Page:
I disagree, I think it's VERY important to run in the conditions in which you want to be good in. Yes of course it's just orienteering, no matter what event you are in, but now a days, the world cups and world champs have a lot more hype, a lot more media coverage than early. If you have never run in a situation where their will be TV camers in the woods, or where you will be wearing a GPS system, there is the potencial that for some people this could through them off, make them nervous, etc. But my point wasn't that the world cup is better at gaining experiance than another international race (although for some aspects they are), my point is that Americans tend to only travel to the "big" races, such as world cup or world champs, and if we only have one spot that will limit the amount of international races the Americans do at all. I do not think that american orienteers will suddenly travel to Spring cup because they can't run in the WC that year. They will probably just stay at home until the World champs... I do not think that this will help the development of orienteering in the USA. But, regardless of how one finds and gains experience, the fact is, you have to practice what you want to be good at, and what could be better than racing against the best in the world and learning from that experience. I think that this can be motivating.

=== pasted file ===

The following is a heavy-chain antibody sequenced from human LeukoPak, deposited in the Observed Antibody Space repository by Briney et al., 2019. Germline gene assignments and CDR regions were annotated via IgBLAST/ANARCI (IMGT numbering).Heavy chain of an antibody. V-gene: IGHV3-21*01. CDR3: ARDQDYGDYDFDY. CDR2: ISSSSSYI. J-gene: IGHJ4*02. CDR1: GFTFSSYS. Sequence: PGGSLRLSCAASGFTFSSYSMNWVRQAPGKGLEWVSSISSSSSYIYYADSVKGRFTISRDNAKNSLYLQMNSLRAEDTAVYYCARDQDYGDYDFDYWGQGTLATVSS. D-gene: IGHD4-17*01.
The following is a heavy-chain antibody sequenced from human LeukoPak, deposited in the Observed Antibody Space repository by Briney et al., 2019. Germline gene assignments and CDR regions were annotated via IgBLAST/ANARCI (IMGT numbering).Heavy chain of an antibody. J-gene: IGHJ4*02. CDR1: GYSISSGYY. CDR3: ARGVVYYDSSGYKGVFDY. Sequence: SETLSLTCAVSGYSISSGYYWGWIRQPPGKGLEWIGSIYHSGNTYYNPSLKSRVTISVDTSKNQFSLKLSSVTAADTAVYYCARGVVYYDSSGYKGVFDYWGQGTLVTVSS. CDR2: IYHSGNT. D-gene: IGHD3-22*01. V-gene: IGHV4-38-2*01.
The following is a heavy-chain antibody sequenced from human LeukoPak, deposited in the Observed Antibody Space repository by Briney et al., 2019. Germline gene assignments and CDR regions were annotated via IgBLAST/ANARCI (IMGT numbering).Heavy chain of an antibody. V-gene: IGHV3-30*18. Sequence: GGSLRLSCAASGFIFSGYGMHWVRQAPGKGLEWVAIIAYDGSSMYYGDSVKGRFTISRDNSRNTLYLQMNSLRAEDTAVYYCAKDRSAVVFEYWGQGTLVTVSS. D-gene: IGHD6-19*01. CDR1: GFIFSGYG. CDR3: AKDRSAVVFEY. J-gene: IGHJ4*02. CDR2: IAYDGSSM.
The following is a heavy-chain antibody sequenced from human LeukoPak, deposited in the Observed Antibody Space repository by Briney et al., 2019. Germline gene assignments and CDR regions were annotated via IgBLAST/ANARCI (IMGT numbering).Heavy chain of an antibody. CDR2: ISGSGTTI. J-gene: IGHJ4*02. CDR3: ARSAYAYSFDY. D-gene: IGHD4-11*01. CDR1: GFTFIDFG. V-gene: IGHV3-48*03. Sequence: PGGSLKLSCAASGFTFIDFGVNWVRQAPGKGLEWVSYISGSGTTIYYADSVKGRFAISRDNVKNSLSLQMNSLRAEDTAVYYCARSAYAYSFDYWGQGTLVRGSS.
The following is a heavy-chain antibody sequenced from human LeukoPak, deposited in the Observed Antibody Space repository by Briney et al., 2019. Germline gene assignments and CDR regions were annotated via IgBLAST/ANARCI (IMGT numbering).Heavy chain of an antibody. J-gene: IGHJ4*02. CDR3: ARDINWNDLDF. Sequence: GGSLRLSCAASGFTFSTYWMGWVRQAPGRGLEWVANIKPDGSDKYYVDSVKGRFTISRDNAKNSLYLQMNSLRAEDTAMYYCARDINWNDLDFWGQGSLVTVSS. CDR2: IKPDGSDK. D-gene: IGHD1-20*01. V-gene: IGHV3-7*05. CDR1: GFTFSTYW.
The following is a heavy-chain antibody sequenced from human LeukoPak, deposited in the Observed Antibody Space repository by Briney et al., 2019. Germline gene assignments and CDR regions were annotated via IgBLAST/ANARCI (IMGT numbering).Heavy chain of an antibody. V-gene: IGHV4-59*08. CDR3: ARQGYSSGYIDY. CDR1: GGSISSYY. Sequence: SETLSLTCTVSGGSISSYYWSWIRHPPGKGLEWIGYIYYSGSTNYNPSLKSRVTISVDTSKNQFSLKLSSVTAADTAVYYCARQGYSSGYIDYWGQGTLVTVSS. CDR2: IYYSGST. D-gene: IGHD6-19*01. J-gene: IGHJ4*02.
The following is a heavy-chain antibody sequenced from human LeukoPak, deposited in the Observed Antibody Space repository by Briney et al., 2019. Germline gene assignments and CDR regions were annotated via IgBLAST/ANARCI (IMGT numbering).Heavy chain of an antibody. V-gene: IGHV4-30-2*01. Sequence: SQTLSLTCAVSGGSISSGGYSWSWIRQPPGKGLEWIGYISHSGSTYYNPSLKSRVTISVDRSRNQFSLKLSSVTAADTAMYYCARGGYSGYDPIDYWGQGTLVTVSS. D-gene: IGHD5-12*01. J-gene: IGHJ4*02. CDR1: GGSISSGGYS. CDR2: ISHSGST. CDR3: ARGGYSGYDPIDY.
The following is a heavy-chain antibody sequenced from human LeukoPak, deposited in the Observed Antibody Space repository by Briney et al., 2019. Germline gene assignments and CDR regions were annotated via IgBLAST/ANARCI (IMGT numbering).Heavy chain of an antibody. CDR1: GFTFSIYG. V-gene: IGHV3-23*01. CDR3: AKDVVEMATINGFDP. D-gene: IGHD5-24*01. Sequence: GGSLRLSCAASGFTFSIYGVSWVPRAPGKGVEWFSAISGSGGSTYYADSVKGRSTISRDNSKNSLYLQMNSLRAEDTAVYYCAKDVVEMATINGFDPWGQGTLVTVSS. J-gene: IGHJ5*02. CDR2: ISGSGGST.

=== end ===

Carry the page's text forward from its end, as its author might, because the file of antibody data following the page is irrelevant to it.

Well, Michael, the IOF/FOC agrees with you. They think that the "lesser" orienteering nations should be able to develop just as well by running WRE's against each other, and spectator races if they choose to travel to the WC venues.

I strongly disagree.

Yes, you are correct in saying that a good quality orienteering race is the same no matter if it is a World Cup or not. There are still controls in the woods and a (hopefully) good quality map.